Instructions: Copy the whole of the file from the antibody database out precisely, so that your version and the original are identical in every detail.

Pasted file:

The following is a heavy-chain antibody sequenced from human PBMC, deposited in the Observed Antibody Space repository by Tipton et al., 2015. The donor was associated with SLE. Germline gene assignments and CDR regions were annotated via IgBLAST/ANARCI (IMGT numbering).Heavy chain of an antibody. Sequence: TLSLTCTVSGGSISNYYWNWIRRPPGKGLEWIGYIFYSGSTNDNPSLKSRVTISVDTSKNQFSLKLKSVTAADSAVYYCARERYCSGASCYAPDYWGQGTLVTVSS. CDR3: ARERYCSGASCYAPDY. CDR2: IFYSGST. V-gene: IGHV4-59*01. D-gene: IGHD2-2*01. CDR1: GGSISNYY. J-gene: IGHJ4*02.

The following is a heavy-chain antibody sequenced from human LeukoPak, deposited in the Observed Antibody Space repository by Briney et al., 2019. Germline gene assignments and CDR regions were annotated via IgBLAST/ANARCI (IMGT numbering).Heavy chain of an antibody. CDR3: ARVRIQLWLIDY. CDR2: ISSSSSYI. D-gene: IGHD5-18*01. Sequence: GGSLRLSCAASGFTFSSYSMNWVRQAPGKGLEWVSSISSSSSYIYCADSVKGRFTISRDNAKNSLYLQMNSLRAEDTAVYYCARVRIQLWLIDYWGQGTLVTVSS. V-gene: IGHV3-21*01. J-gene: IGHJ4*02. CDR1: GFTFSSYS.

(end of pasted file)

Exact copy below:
The following is a heavy-chain antibody sequenced from human PBMC, deposited in the Observed Antibody Space repository by Tipton et al., 2015. The donor was associated with SLE. Germline gene assignments and CDR regions were annotated via IgBLAST/ANARCI (IMGT numbering).Heavy chain of an antibody. Sequence: TLSLTCTVSGGSISNYYWNWIRRPPGKGLEWIGYIFYSGSTNDNPSLKSRVTISVDTSKNQFSLKLKSVTAADSAVYYCARERYCSGASCYAPDYWGQGTLVTVSS. CDR3: ARERYCSGASCYAPDY. CDR2: IFYSGST. V-gene: IGHV4-59*01. D-gene: IGHD2-2*01. CDR1: GGSISNYY. J-gene: IGHJ4*02.

The following is a heavy-chain antibody sequenced from human LeukoPak, deposited in the Observed Antibody Space repository by Briney et al., 2019. Germline gene assignments and CDR regions were annotated via IgBLAST/ANARCI (IMGT numbering).Heavy chain of an antibody. CDR3: ARVRIQLWLIDY. CDR2: ISSSSSYI. D-gene: IGHD5-18*01. Sequence: GGSLRLSCAASGFTFSSYSMNWVRQAPGKGLEWVSSISSSSSYIYCADSVKGRFTISRDNAKNSLYLQMNSLRAEDTAVYYCARVRIQLWLIDYWGQGTLVTVSS. V-gene: IGHV3-21*01. J-gene: IGHJ4*02. CDR1: GFTFSSYS.